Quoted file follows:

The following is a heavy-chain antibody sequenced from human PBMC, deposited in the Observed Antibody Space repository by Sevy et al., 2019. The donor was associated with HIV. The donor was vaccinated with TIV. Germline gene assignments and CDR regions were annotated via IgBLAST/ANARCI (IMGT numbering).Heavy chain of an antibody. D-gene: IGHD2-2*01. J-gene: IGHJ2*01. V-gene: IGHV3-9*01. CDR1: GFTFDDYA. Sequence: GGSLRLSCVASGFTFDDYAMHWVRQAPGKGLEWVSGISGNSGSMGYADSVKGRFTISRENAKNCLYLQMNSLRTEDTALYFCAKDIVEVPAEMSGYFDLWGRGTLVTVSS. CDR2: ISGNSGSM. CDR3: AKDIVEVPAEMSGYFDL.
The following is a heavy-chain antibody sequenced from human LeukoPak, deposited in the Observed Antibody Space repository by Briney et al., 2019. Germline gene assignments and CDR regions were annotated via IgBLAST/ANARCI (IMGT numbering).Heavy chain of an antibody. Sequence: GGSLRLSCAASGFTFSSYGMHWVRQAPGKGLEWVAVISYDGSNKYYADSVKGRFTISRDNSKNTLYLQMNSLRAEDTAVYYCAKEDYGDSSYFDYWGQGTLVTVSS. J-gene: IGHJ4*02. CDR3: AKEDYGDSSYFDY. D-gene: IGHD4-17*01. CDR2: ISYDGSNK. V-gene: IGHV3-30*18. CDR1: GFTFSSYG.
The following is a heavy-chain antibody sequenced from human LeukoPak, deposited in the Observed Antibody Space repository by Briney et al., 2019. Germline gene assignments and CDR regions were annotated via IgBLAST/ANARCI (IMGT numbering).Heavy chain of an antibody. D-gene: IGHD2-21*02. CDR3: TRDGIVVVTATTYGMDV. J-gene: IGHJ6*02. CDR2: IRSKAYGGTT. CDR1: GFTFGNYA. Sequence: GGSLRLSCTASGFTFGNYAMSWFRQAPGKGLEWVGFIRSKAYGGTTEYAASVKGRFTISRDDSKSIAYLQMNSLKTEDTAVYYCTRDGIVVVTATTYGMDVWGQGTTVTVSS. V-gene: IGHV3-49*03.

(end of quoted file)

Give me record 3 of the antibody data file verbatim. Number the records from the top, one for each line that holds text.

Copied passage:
The following is a heavy-chain antibody sequenced from human LeukoPak, deposited in the Observed Antibody Space repository by Briney et al., 2019. Germline gene assignments and CDR regions were annotated via IgBLAST/ANARCI (IMGT numbering).Heavy chain of an antibody. D-gene: IGHD2-21*02. CDR3: TRDGIVVVTATTYGMDV. J-gene: IGHJ6*02. CDR2: IRSKAYGGTT. CDR1: GFTFGNYA. Sequence: GGSLRLSCTASGFTFGNYAMSWFRQAPGKGLEWVGFIRSKAYGGTTEYAASVKGRFTISRDDSKSIAYLQMNSLKTEDTAVYYCTRDGIVVVTATTYGMDVWGQGTTVTVSS. V-gene: IGHV3-49*03.